Linen Chevron Cowl Pattern Now In French!

Hello everyone!

After breaking my ankle exactly two weeks ago, here is an update. A few days after the injury and after the ER, I went to the orthopedic surgeon but nothing could be done because my foot was too swollen.

swollen broken ankle

As a result, I had to sit around with a broken ankle for eight days until the swelling went down.

On the ninth day, I went into surgery. It was an outpatient procedure that was supposed to take 1.5 hours. I went in and the first thing they did was give me a regional block in an attempt to numb the leg. At the time, I had no idea what to expect from the block procedure. As it turned out, the anesthesiologist stuck a needle into the back of the leg, and used an ultrasound to find where to inject the numbing solution. Well after what seemed like several minutes, the procedure was complete and a complete failure. For some reason they couldn’t find what they were looking for to numb the leg.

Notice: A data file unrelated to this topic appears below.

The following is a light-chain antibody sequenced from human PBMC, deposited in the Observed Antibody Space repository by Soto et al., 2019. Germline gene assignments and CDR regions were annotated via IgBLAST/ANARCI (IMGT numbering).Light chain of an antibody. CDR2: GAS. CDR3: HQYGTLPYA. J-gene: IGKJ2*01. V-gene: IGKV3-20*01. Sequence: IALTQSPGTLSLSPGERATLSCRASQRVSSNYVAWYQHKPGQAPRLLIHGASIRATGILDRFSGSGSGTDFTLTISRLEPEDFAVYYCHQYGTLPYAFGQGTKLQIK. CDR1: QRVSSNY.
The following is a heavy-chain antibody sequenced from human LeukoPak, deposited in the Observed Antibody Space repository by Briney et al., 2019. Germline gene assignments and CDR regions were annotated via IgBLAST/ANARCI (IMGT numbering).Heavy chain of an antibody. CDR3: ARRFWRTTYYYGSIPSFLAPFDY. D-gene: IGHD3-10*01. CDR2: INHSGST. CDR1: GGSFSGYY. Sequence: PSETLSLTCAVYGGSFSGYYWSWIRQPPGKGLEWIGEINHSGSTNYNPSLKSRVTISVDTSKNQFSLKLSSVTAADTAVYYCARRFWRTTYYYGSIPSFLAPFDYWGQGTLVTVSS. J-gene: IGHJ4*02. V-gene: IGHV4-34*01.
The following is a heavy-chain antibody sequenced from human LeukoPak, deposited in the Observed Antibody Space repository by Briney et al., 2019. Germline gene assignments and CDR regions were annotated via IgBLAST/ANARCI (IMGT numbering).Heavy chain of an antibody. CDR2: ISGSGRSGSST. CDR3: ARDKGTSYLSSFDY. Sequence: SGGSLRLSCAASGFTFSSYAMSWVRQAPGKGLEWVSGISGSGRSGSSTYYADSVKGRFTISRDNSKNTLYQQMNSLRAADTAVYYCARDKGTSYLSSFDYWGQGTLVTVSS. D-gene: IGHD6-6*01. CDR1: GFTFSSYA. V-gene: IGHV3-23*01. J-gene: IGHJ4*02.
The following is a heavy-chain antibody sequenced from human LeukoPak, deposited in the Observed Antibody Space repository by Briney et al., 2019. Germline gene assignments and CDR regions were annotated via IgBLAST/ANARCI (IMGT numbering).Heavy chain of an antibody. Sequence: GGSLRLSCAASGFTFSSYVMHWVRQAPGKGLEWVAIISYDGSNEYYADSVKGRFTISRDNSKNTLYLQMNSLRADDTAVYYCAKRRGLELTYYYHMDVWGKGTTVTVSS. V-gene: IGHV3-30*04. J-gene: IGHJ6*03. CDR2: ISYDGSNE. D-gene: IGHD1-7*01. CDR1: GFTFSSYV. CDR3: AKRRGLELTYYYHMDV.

I was then transported to the operating room. While they were prepping me onto  the operating table, the last thing I remember was a brief conversation with the crew about Downton Abbey. LOL! Now that I’m thinking back on it, it’s pretty funny–our choice of topic, that is.

Shortly after, there was the “gas.” I will never forget the smell…